Wow – this is some great information. And you are an incredibly talented writer. Any other advice?
Well, since you asked – certainly!
Dealing with city officials can be incredibly frustrating. It’s important to remember that their job is ultimately to make sure your attendees are safe. Fire Marshals can be downright obstinate about exits being blocked, but there is a good historical reason for concern. A city inspector can (and will) hold the doors closed to your event until your production company reads the plans correctly and installs the right amount of ballast to a gateway. The majority of them are not trying to make your life difficult – they simply have a job to do. And frankly, it’s a job you really want them to do to the best of their abilities.
With that in mind, treat city employees with respect and they will do the same. Be positive, polite and factual. (This works well for police officers, DMV employees and social security employees as well.) If you don’t know the answer to a question, find the production company. If they don’t know, call the engineer who put the drawings together. Answering a city inspector with “I don’t know” will not work well. Select one knowledgeable person to meet with the inspector, not a group of people who don’t know anything about the build. Your clients are the absolute wrong person to meet with a city inspector. If you step back and allow the production company and engineers to interact with city inspectors and fire marshals, you’ll be much happier (and stress-free).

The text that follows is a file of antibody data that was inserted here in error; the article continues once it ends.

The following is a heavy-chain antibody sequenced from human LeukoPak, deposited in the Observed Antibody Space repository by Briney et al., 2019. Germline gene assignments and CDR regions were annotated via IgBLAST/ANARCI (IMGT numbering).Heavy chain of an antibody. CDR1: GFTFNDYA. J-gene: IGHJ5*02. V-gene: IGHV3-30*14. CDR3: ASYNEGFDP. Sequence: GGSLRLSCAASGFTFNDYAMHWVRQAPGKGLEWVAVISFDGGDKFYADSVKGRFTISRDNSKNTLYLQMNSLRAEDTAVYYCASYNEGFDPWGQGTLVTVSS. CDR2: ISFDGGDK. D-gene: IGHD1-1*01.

We hope you’ve enjoyed this article. When you are ready, take a moment and Ask Us a Question of the professionals at In Depth Events. We have nationwide experience with building structures with engineer certified drawings for events and we’ve love the opportunity to show you our skills. We look forward to hearing from you and working with you!